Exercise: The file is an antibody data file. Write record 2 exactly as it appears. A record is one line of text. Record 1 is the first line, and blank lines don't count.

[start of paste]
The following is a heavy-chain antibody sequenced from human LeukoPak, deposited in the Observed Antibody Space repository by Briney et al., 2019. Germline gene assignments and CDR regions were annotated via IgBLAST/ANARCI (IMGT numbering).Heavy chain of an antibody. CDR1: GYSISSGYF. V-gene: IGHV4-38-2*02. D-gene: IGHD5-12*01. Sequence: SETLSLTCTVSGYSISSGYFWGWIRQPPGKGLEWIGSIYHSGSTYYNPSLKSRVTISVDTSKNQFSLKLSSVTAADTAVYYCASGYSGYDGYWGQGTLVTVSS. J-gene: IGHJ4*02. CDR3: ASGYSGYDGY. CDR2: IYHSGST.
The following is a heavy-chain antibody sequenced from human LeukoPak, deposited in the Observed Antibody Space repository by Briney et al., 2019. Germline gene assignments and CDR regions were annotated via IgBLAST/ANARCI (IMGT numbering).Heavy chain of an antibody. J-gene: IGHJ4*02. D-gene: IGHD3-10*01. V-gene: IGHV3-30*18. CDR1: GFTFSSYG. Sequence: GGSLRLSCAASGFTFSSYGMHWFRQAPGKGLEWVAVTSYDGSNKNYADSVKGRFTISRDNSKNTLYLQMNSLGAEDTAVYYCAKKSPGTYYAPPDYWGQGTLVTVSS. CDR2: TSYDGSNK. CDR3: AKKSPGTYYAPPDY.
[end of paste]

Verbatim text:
The following is a heavy-chain antibody sequenced from human LeukoPak, deposited in the Observed Antibody Space repository by Briney et al., 2019. Germline gene assignments and CDR regions were annotated via IgBLAST/ANARCI (IMGT numbering).Heavy chain of an antibody. J-gene: IGHJ4*02. D-gene: IGHD3-10*01. V-gene: IGHV3-30*18. CDR1: GFTFSSYG. Sequence: GGSLRLSCAASGFTFSSYGMHWFRQAPGKGLEWVAVTSYDGSNKNYADSVKGRFTISRDNSKNTLYLQMNSLGAEDTAVYYCAKKSPGTYYAPPDYWGQGTLVTVSS. CDR2: TSYDGSNK. CDR3: AKKSPGTYYAPPDY.